DETAILS: Hosted by the Gender & Sexuality Workshop. Wednesday, March 25th from 12-1:30pm in the Sociology Library (4147 LSA). For a copy of the paper, please email Jamie Budnick (email@example.com)
BIO: Laurel Westbrook is Assistant Professor of Sociology at Grand Valley State University. Her research focuses on the inner workings of the sex/gender/sexuality system. She utilizes a range of research methods, including interviews, statistical analysis, and textual analysis to examine how this system shapes and is shaped by understandings of violence, the practices of social movements, and the construction of sociological knowledge. Her interests have given rise to four research projects. The first examines violence against transgender people and social movement efforts to prevent such violence. The second theorizes everyday ways in which the sex/gender/sexuality system is reproduced and changed. The third explores the social scientific construction of ideas of sex, gender, race, and sexuality. Finally, her second book project looks at how the sex/gender/sexuality system harms men.
PAPER TITLE: "New Categories are not Enough: Rethinking the Measurement of Sex and Gender in Social Surveys" (with Alicia Saperstein, forthcoming in Gender & Society)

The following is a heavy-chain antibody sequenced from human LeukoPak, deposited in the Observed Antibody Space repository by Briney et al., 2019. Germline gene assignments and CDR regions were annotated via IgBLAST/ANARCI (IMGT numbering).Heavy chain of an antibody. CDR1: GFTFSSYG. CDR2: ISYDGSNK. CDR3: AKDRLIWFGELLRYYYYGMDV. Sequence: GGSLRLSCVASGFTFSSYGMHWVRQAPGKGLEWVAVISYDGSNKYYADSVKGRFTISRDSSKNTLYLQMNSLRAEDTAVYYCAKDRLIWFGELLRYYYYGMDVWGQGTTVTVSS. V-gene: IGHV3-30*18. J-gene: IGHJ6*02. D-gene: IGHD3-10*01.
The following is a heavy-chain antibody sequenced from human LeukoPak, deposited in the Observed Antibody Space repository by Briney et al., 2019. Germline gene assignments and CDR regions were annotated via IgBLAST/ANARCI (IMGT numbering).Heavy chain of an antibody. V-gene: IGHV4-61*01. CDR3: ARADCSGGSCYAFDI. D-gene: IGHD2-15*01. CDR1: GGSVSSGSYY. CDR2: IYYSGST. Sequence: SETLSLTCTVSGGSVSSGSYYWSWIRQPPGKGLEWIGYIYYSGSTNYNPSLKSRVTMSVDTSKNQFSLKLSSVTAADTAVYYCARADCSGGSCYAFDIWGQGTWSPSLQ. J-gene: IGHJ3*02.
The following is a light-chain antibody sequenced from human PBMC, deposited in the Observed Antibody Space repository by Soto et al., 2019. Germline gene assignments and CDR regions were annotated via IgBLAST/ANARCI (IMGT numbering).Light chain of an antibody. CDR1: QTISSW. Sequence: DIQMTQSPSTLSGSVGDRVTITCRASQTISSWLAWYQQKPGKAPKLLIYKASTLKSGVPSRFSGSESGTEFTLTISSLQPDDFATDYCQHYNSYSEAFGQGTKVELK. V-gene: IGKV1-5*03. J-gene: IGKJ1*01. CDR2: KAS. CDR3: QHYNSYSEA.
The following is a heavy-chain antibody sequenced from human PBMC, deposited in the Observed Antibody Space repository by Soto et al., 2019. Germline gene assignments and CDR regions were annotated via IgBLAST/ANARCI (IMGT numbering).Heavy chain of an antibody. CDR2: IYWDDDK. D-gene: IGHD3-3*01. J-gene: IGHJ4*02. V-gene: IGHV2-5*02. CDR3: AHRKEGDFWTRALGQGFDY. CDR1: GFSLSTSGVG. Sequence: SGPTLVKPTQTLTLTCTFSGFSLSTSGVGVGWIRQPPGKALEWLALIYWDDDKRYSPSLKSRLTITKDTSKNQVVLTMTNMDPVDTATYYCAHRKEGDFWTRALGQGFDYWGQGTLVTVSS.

PAPER ABSTRACT: Recently, scholars and activists have turned their attention towards improving the measurement of sex and gender in survey research. The focus of this effort has been on including answer options beyond “male” and “female” to questions about the respondent’s gender. This is an important step towards both reflecting the diversity of gendered lives and better aligning survey measurement practice with contemporary gender theory. However, our systematic examination of questionnaires, manuals, and other technical materials from four of the largest and longest- running surveys in the United States indicates that there are a number of other issues with how gender is conceptualized and measured in social surveys that also deserve attention, including essentialist practices that treat sex and gender as synonymous, easily determined by others, obvious, and unchanging over the life course. We find that these understandings extend well beyond direct questions about the respondent’s gender, permeating the surveys. A hyper- gendered world of “males” and “females,” “brothers” and “sisters,” and “husbands” and “wives” shapes what we can see in survey data. If not altered, surveys will continue to reproduce statistical representations that erase important dimensions of variation and likely limit understanding of the processes that perpetuate social inequality.